Have you noticed that there’s not much news about embryonic stem cell research these days?
Oh, yes, we all remember the fanfare of publicity around the Superman-inspired hype of a decade ago. Skeptics who questioned the ethics and impracticality of therapeutic cloning were bullied and humiliated as leading medical journals held out the prospect of “universal healing” and even of “eternal regeneration.” Hans Keirstead, of the University of California, said, ”I have never seen in my career a biological tool as powerful as the stem cells. It addresses every single human disease.”
Even some of those who agreed that embryos were human beings, argued that the greater good of relieving so much human suffering would justify experimentation upon them. Ethical alternatives, such as working with adult stem cells, were ruthlessly dismissed.
Ten years on, where are the cures?
There are none. Not one person has been cured. Instead, as Michael Cook reports over at Mercator, there is grossly under-reported failure and fraud:
In the past ten years the single most memorable event in embryonic stem cell research has been setting a world record for scientific fraud. In 2004 and 2005 Science published two papers by Hwang Woo-suk, a South Korean scientist. He claimed that he had successfully isolated human embryonic stem cells. Korea printed stamps in his honour and he was feted as an international celebrity. But he was a charlatan, his results were bogus and he had obtained human eggs unethically.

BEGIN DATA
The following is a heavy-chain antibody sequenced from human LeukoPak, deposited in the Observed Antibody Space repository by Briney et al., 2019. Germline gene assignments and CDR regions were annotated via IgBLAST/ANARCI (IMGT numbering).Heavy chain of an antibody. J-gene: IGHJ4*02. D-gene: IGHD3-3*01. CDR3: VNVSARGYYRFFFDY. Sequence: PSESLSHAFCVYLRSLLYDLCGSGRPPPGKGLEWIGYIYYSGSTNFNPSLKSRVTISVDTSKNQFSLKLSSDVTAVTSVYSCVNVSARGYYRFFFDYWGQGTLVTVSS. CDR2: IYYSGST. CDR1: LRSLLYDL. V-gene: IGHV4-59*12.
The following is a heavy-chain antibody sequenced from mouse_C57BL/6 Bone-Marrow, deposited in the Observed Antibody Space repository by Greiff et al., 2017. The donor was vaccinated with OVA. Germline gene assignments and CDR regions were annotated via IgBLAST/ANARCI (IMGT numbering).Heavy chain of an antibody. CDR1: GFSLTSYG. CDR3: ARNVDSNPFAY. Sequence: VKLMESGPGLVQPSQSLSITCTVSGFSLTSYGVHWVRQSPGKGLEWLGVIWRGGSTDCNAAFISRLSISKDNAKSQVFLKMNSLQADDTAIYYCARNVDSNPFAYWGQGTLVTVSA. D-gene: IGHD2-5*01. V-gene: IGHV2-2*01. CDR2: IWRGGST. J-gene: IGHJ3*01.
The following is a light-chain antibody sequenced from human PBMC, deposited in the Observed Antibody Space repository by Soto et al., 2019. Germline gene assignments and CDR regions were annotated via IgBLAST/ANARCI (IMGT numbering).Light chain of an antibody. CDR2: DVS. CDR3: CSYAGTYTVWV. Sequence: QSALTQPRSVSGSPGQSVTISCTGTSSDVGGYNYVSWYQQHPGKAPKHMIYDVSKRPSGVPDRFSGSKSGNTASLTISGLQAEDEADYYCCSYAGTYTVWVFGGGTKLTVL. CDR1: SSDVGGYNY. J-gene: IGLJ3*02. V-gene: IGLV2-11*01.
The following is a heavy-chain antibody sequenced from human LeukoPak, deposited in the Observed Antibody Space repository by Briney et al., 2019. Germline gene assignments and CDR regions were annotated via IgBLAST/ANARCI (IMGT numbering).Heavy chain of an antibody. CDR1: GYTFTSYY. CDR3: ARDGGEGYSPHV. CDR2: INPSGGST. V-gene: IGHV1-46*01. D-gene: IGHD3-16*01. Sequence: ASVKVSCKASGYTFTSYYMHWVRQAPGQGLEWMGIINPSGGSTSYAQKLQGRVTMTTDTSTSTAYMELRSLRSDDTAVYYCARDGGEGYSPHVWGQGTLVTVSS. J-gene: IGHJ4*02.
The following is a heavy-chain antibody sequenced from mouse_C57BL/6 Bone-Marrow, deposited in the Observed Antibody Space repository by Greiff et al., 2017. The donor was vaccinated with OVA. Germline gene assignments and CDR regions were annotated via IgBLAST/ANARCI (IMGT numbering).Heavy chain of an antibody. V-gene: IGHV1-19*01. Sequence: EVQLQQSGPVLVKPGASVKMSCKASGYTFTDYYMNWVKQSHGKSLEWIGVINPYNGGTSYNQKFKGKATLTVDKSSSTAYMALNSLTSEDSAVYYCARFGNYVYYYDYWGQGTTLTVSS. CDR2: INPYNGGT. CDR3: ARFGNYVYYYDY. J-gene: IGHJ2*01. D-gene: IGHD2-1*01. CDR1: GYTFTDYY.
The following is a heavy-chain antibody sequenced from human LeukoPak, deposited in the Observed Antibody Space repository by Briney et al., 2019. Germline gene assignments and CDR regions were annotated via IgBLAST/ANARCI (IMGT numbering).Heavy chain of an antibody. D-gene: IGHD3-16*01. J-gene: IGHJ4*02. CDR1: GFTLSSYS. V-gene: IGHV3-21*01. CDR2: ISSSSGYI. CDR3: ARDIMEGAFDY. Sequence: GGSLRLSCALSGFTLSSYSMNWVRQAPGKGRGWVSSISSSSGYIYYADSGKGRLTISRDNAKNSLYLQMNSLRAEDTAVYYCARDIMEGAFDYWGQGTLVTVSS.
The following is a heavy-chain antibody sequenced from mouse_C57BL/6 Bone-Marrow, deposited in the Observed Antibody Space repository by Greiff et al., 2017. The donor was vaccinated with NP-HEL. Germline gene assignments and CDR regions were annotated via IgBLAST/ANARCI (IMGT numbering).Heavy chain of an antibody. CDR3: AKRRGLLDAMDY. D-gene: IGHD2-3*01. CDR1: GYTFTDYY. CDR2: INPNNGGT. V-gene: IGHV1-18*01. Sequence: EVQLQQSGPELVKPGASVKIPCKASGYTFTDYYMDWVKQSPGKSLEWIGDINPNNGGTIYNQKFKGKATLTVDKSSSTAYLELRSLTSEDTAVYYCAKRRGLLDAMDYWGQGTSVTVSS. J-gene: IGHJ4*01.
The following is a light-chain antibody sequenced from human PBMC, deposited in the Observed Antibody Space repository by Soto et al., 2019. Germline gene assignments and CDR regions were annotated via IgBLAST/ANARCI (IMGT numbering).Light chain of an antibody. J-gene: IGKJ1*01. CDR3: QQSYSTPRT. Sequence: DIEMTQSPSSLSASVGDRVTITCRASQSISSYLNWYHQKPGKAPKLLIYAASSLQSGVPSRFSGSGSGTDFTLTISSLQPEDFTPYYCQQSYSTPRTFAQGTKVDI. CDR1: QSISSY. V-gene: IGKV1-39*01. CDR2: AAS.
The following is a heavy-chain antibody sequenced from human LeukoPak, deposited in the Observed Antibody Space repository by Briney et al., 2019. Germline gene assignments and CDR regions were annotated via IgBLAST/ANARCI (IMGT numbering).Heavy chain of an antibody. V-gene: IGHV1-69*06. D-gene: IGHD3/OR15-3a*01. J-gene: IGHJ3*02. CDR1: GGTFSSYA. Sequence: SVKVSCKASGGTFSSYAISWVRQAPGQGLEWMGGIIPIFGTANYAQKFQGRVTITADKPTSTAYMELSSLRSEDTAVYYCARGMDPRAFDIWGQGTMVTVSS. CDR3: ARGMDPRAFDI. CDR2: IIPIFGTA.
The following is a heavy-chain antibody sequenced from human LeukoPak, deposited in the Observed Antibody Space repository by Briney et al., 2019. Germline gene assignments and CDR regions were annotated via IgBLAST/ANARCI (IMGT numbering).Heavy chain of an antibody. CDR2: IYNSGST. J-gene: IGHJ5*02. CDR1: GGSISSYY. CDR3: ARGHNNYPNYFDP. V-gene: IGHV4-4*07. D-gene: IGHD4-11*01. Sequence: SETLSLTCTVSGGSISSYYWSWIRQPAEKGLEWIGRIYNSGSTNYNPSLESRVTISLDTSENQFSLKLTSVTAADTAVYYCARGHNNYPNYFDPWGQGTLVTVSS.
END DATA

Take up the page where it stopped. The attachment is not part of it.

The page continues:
The recent announcement in Cell, that researchers at the Oregon Health and Science University had cloned human embryos and successfully extracted embryonic stem cells was also quickly mired in scandal when the journal announced that it was investigating allegations of image manipulation in the article.
There is one bright spot. Japanese researcher, Shinya Yamanaka, who had rejected embryonic stem cell research as unethical, and who won last year’s Nobel Prize for Medicine, has pioneered the creation of stem cell lines from skin cells without destroying embryos. Consequently, with hardly a whisper and certainly no apologies, most stem cell scientists have now turned their backs on embryonic stem cell research to follow Shinya’s lead.
Ten years on.
Thousands, probably hundreds of thousands, of lives killed under microscopes.
Not one cure.
Not one apology.
Read more at Not with a bang but a whimper.